Like most of higher education's shills (Sandy Baum, Susan Dynarski, Catharine Hill, etc.), Professor Mankiw began his pitch by assuring us that college is still a good investment. The median wage for a college graduate, Mankiw reminds his readers, is about twice as much as the median wage for a worker with only a high school education.
Of course it is true that college graduates generally make more money than people with only a high school education, but that fact doesn't justify skyrocketing costs across almost all sectors of higher education. Nor does it justify the ever-increasing amount of money people are borrowing in order to attend college.
Mankiw then goes on to give three explanations for why college costs are going up--all bogus:
First, Professor Mankiw instructs us, we have "Baumol's cost disease." According to Mankiw, Baumol recognized that as wages rise across all sectors of society, salaries rise even for services that have seen no increase in productivity.
Of course everyone knows that. It costs more for a haircut today than it did a generation ago, even though barbers haven't grown more efficient. Likewise, the cost of higher education has gone up. We used to call that phenomenon inflation, but Professor Mankiw prefers to call it Baumol's cost disease.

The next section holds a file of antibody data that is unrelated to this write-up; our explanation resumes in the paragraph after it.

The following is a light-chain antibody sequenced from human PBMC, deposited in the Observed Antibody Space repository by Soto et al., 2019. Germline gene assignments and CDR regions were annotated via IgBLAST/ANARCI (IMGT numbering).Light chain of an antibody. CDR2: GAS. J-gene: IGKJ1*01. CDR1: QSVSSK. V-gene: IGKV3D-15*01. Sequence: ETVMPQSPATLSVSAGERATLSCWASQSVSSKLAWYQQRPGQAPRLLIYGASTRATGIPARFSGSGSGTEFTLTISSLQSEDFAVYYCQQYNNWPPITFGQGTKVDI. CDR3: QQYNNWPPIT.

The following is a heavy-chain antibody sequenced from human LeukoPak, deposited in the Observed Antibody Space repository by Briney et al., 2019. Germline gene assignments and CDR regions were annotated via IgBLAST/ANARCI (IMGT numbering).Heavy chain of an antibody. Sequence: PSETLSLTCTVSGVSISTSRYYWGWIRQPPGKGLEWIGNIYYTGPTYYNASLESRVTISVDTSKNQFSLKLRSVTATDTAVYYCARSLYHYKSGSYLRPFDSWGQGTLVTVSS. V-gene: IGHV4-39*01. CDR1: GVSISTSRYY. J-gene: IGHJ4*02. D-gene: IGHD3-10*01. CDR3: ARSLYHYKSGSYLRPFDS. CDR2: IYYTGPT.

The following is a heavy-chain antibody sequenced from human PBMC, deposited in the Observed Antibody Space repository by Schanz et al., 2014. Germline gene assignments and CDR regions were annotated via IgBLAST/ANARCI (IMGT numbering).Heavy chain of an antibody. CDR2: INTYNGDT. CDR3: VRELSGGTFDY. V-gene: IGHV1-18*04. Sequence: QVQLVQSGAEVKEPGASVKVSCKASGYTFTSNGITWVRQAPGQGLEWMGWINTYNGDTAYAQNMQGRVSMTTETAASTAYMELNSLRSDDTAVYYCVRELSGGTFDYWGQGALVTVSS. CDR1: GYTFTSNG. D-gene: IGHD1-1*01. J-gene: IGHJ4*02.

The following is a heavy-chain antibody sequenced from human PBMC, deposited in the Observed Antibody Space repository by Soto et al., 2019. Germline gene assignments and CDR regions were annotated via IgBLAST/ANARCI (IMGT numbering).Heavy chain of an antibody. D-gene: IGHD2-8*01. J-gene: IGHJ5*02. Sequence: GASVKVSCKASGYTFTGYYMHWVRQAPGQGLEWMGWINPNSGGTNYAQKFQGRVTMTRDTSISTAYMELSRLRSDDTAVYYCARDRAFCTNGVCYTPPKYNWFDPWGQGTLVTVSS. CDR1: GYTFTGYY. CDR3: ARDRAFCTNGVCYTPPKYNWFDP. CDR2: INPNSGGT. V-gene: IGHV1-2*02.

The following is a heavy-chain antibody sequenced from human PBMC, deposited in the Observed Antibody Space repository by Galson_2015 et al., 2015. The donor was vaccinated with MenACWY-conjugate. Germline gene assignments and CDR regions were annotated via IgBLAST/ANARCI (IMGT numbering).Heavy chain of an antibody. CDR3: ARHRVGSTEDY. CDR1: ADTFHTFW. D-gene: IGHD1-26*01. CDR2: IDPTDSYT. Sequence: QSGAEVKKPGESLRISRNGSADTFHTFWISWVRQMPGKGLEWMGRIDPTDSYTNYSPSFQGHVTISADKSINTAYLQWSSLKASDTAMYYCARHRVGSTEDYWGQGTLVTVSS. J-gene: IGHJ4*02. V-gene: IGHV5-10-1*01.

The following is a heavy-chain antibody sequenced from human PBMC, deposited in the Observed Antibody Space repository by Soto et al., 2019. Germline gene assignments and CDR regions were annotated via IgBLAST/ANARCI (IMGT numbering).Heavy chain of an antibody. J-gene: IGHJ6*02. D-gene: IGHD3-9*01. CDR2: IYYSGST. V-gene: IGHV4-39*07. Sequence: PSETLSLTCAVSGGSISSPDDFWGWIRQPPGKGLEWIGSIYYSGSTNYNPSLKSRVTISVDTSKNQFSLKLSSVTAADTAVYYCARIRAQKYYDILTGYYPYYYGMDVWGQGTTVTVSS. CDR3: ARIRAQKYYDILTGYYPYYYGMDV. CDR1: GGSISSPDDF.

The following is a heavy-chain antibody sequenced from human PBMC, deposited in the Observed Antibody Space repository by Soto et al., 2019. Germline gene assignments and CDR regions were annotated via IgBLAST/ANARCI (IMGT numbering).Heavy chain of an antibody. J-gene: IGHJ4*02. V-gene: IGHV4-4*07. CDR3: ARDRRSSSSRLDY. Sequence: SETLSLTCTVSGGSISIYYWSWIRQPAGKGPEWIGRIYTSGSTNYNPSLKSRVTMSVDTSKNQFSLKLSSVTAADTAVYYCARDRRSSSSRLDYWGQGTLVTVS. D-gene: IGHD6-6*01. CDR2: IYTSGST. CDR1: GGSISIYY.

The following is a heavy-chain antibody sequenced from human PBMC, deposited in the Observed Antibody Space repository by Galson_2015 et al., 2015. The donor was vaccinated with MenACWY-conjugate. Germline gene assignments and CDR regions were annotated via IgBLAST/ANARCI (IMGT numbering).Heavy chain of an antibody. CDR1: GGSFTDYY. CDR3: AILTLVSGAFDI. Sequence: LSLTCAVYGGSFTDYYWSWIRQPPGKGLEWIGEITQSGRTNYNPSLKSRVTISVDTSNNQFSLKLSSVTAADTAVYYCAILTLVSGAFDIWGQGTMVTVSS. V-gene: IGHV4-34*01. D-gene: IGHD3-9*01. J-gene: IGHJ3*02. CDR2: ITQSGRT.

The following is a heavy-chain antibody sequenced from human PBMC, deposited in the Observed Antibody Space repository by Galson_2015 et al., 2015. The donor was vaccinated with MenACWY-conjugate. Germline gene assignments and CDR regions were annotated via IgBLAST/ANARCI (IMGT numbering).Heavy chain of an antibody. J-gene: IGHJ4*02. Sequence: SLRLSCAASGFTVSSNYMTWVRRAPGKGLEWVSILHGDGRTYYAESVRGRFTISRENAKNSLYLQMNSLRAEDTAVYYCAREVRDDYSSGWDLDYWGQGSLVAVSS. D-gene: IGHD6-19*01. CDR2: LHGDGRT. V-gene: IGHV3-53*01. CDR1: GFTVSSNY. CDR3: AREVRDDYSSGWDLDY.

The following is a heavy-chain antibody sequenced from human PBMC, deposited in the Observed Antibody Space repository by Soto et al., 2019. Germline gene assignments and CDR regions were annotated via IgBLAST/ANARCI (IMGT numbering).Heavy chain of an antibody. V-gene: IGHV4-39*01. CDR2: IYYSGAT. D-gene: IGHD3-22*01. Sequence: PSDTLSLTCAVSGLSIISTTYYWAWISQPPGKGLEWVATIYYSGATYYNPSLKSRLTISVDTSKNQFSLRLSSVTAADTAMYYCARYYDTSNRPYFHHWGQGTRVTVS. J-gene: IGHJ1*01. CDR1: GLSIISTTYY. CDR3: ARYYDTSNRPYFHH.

But of course this blather does not explain why the cost of higher education has gone up three times the rate of inflation over the past 30 years.
Second, Mankiw argues, higher education seems more expensive due to rising inequalities in society as a whole. Here I'll let Mankiw explain this argument in his own words:
Educational institutions hire a lot of skilled workers: It takes educated people to produce the next generation of educated people. Thus, rising inequality has increased not only the benefit of education but also the cost of it.OK, Professor Mankiw, what you say may be true. But again, how does that argument explain why college costs have risen much faster than inflation?